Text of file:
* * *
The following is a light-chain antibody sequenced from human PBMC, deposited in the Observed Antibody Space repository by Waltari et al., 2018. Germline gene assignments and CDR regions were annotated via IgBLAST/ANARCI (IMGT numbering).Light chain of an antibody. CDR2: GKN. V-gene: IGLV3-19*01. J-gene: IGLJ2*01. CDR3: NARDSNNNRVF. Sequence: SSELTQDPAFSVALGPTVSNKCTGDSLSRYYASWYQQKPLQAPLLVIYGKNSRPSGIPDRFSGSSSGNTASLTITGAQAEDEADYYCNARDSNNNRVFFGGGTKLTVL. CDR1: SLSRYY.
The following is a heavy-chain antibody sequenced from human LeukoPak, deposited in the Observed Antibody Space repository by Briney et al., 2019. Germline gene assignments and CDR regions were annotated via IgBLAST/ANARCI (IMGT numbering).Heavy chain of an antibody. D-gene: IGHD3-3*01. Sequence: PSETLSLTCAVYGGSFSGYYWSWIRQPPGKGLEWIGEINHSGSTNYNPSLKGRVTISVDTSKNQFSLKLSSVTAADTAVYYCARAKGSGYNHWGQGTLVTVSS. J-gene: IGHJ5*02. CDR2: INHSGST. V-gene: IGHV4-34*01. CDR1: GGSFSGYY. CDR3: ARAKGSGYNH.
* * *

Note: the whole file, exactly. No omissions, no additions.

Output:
The following is a light-chain antibody sequenced from human PBMC, deposited in the Observed Antibody Space repository by Waltari et al., 2018. Germline gene assignments and CDR regions were annotated via IgBLAST/ANARCI (IMGT numbering).Light chain of an antibody. CDR2: GKN. V-gene: IGLV3-19*01. J-gene: IGLJ2*01. CDR3: NARDSNNNRVF. Sequence: SSELTQDPAFSVALGPTVSNKCTGDSLSRYYASWYQQKPLQAPLLVIYGKNSRPSGIPDRFSGSSSGNTASLTITGAQAEDEADYYCNARDSNNNRVFFGGGTKLTVL. CDR1: SLSRYY.
The following is a heavy-chain antibody sequenced from human LeukoPak, deposited in the Observed Antibody Space repository by Briney et al., 2019. Germline gene assignments and CDR regions were annotated via IgBLAST/ANARCI (IMGT numbering).Heavy chain of an antibody. D-gene: IGHD3-3*01. Sequence: PSETLSLTCAVYGGSFSGYYWSWIRQPPGKGLEWIGEINHSGSTNYNPSLKGRVTISVDTSKNQFSLKLSSVTAADTAVYYCARAKGSGYNHWGQGTLVTVSS. J-gene: IGHJ5*02. CDR2: INHSGST. V-gene: IGHV4-34*01. CDR1: GGSFSGYY. CDR3: ARAKGSGYNH.